In the late 19th century, however, one woman from Chicago, Bertha Honoré Palmer, made a bold move for her time to become a champion and major collector of Impressionist art. “Few American women, if any, have in modern days appeared in the public eye in as distinctive a way as Mrs. Palmer,” read an obituary in a 1918 issue of the Journal of the Illinois State Historical Society. Before women even gained suffrage in the United States (in 1920), Palmer asserted her power through business dealings and art acquisitions. Her patronage ensured that Chicago became an essential city for viewing Impressionist masterpieces—second only, perhaps, to Paris.
From Louisville to Lake Michigan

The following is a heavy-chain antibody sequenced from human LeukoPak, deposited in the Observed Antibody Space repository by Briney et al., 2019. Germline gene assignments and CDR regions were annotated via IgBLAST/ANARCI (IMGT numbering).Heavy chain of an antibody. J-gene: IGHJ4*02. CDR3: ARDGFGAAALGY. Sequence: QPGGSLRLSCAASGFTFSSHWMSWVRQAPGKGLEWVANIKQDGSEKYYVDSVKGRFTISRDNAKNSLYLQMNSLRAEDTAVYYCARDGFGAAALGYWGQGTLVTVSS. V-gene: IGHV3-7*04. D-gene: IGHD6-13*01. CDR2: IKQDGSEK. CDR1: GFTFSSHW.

Born in Kentucky in 1850, Palmer followed the traditional aristocratic rituals of the 19th century American elite. Her father, Henry Hamilton Honoré, who did business in Chicago, made a canny social move by “debuting” his daughter as an eligible bachelorette in the Windy City, instead of in Louisville. Her 1871 marriage to the wealthy Chicago businessman and hotelier Potter Palmer offered her more opportunities than a life in the sleepy South.
Early in her marriage, Palmer displayed a commitment to the arts. She became a founding member of the Chicago Society of Decorative Art (later known as the Antiquarian Society of the Art Institute) in 1877, which helped impoverished women gain skills as artisans. The group sponsored education, teacher training, and, eventually, the development of the decorative arts collection at the Art Institute of Chicago. The group is still extant today, bringing the foremost scholars in the field to the city.